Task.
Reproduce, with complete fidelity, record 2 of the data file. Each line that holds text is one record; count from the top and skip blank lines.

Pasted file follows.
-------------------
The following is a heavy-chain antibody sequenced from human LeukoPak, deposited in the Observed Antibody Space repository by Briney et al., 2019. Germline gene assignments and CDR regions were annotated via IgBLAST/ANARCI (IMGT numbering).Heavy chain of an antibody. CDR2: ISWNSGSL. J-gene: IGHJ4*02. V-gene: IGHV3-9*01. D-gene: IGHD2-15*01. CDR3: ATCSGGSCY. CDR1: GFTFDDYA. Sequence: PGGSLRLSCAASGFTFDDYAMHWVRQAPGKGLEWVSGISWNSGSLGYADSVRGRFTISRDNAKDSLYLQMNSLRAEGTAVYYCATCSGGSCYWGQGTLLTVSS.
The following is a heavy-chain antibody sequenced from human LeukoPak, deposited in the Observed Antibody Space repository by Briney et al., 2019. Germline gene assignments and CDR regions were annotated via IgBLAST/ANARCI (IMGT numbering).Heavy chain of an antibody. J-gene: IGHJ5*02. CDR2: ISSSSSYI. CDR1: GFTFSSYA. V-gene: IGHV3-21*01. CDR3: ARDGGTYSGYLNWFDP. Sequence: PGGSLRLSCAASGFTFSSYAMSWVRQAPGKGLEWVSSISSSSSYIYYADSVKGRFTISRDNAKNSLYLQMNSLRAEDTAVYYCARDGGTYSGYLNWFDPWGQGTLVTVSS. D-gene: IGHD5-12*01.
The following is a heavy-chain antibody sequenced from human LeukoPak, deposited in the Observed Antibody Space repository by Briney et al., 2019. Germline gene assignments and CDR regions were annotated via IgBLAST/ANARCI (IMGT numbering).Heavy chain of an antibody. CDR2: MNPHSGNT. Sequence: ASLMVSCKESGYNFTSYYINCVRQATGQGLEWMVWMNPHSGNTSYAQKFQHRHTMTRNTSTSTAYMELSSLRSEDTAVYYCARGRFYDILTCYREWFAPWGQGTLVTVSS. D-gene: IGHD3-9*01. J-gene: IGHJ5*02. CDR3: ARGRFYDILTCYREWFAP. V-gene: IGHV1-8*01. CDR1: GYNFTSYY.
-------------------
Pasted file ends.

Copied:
The following is a heavy-chain antibody sequenced from human LeukoPak, deposited in the Observed Antibody Space repository by Briney et al., 2019. Germline gene assignments and CDR regions were annotated via IgBLAST/ANARCI (IMGT numbering).Heavy chain of an antibody. J-gene: IGHJ5*02. CDR2: ISSSSSYI. CDR1: GFTFSSYA. V-gene: IGHV3-21*01. CDR3: ARDGGTYSGYLNWFDP. Sequence: PGGSLRLSCAASGFTFSSYAMSWVRQAPGKGLEWVSSISSSSSYIYYADSVKGRFTISRDNAKNSLYLQMNSLRAEDTAVYYCARDGGTYSGYLNWFDPWGQGTLVTVSS. D-gene: IGHD5-12*01.